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What Happened To San Jose?

from Eric Duhatschek of the Globe and Mail,

The Sharks were a 105-point team a year ago, won two rounds, qualified for the conference championship for a second consecutive year and then ultimately lost to Vancouver, in part because Thornton, their top centre, was injured and could hardly play in the third round because of a separated shoulder.

The Sharks were so convinced of their championship potential that they worked even harder to tweak the lineup in the hopes of leapfrogging the Canucks this season. GM Doug Wilson made two separate trades with the Minnesota Wild. In one, he brought in defenceman Brent Burns to add scoring from the blueline. In the other, he added Martin Havlat to replace Dany Heatley, thinking the chemistry change would revitalize Havlat and the team.

But Havlat got off to a slow start, missed more than two months with a torn hamstring, and since his return he has been one of the better Sharks’ players. Burns has been okay too. After scoring 17 goals and 46 points for the Wild last year, he had 10 goals and 35 points through 72 games for the Sharks – playing about 22 and a half minutes as opposed to the 25 he played a year ago. Surprisingly, Thornton is actually having a better statistical year this year than last, with 69 points in 74 games after scoring only 70 in 80 a year ago. Logan Couture is up too, but Patrick Marleau, Joe Pavelski and especially Ryan Clowe have seen their numbers drop; and no secondary scoring has emerged to take the pressure off the big boys. Suddenly, it looks as if every step the Sharks have taken to get closer to playoff success has actually moved them half-a-step back.

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Comments

Wings_in_NYC's avatar

I really don’t understand the Sharks either. I mean, a lot of us are frustrated at the way the Wings have been playing as of late, but they are still in the thick of things given how difficult their division is.

I wouldn’t say the Sharks have it easier, but they kind of do and right now they are on the outside looking in. It really doesn’t make sense. On paper they are great team, but this year it’s not translating.

Don’t get me wrong, I would love to see them miss the playoffs, but it just doesn’t really compute that they might actually do just that.

Posted by Wings_in_NYC on 03/23/12 at 05:02 PM ET

Primis's avatar

Not enough class, not enough heart.  Simple as that.

Posted by Primis on 03/23/12 at 05:41 PM ET

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Not enough class, not enough heart.  Simple as that.

Thanks for that.  I guess the Wings have so much more class and so much more heart they lost to the Sharks in the playoffs each of the last 2 years and have been below .500 against them in the regular season.  To borrow a line from Billy Madison, “we are all now dumber for having heard it.”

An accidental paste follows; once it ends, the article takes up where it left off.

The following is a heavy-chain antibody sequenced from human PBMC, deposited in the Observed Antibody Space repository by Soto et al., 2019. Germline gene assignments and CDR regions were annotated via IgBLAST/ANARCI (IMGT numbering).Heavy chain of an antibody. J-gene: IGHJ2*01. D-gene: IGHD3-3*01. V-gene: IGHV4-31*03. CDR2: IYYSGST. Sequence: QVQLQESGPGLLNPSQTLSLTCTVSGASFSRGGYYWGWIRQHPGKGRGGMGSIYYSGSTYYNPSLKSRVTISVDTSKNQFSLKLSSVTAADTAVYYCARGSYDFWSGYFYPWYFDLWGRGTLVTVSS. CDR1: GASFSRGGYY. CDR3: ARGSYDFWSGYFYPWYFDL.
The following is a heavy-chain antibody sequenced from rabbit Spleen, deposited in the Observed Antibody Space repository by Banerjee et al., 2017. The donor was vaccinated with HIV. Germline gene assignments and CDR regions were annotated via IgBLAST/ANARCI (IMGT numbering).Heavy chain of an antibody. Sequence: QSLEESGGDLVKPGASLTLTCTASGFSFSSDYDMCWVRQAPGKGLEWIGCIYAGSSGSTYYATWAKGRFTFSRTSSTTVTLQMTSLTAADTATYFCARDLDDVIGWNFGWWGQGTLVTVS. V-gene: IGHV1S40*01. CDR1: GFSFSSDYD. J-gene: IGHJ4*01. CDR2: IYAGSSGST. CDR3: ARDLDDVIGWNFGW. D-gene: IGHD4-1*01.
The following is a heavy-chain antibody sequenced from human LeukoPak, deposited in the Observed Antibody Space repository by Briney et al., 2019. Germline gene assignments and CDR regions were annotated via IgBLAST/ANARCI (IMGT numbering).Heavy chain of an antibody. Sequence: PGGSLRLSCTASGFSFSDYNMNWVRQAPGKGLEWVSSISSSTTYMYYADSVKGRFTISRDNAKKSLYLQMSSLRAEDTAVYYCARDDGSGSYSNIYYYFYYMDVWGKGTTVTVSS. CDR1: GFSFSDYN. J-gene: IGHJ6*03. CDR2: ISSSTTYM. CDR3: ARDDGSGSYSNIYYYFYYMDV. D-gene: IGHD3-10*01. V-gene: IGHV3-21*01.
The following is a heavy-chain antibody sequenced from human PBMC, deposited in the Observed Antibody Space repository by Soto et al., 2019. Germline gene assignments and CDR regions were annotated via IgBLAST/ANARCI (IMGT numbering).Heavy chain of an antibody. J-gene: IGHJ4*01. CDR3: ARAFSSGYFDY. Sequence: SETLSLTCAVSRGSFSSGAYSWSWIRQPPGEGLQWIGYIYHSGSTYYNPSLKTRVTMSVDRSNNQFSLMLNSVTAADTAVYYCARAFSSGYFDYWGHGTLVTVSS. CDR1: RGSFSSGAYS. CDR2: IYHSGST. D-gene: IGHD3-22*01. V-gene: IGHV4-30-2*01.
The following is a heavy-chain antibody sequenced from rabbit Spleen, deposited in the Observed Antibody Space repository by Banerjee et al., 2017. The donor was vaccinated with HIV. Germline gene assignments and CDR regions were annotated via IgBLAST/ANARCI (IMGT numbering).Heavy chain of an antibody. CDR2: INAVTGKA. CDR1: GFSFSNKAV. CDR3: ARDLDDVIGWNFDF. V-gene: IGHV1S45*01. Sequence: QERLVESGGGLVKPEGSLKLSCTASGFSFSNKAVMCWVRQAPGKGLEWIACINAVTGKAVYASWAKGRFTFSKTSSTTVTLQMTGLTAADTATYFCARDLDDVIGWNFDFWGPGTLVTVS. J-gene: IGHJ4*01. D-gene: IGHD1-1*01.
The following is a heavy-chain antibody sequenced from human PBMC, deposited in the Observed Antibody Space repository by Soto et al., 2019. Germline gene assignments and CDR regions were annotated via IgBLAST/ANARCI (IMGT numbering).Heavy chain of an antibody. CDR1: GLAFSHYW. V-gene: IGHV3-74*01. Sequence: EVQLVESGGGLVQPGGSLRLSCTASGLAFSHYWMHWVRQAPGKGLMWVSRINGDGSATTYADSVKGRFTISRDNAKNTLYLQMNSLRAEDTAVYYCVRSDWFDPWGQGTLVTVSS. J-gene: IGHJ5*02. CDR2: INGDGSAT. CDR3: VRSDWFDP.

I really don’t understand the Sharks either.

I don’t think it’s one big thing as much as a bunch of little things that have added up.  In no particular order:

1. Schedule- The Sharks played their first game and then were off for a week before their second and had multiple 4-5 day breaks in the first half of the year.  Since January I don’t think they’ve had more than 2 days off besides the All-Star break and even those have been rare.  The Sharks always have a long road trip in February because of the tennis tournament at HP but a 9 game trip that includes 3 sets of back-to-backs is brutal.  They also had a trip that went NJ->BOS->NASH->DET->NYI->NYR.  You let me know when a team from the east goes DAL->SJ->PHX->COL->ANA->LA, or something similar.

2. Injuries- Havlat’s is the one that makes headlines, and it has hurt, but there have been others.  Boyle played 6 weeks with a broken foot.  Murray missed a couple weeks with a fractured Adam’s apple.  There have been injuries throughout the 3rd and 4th lines which have lead to a total lack of continuity.  I’m convinced Clowe is playing hurt right now too (and there could easily be more).  The Sharks haven’t had it as bad as a lot of teams in terms of games lost but they’ve had an impact.  Seems like every time the team gets going someone gets hurt and the roster gets shuffled around.

3. Secondary Scoring- In short: it’s been non-existant.  Unless Couture, Pavelski, or Marleau score the Sharks usually don’t.  That’s bad.  Part of it could be the injuries mentioned above and the resulting lack of continuity, some of it is some questionable personnel decisions (more on that in a minute), but whatever the case it’s been a problem.  When the Sharks are tied or behind they have to load up the minutes on the big boys which I think has had a carryover effect into their heavily compressed 2nd half schedule.